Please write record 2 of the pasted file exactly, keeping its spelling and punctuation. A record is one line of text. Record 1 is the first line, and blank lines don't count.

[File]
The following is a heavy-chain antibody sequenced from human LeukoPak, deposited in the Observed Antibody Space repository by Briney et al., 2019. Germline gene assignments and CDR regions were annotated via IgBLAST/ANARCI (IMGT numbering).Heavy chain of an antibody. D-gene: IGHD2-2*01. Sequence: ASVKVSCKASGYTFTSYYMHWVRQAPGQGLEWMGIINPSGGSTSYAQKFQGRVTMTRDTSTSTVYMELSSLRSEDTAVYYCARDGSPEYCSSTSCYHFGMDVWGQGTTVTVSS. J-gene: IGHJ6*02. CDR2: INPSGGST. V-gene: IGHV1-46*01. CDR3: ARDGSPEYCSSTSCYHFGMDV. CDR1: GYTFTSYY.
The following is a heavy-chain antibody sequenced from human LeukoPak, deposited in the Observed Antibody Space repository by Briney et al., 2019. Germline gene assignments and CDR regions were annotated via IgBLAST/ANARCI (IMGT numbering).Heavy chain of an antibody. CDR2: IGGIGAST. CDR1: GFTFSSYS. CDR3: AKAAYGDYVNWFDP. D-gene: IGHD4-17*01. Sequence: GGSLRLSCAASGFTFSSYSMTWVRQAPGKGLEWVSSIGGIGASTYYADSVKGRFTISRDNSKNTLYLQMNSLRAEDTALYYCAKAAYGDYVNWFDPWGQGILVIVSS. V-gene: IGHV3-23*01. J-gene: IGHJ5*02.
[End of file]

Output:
The following is a heavy-chain antibody sequenced from human LeukoPak, deposited in the Observed Antibody Space repository by Briney et al., 2019. Germline gene assignments and CDR regions were annotated via IgBLAST/ANARCI (IMGT numbering).Heavy chain of an antibody. CDR2: IGGIGAST. CDR1: GFTFSSYS. CDR3: AKAAYGDYVNWFDP. D-gene: IGHD4-17*01. Sequence: GGSLRLSCAASGFTFSSYSMTWVRQAPGKGLEWVSSIGGIGASTYYADSVKGRFTISRDNSKNTLYLQMNSLRAEDTALYYCAKAAYGDYVNWFDPWGQGILVIVSS. V-gene: IGHV3-23*01. J-gene: IGHJ5*02.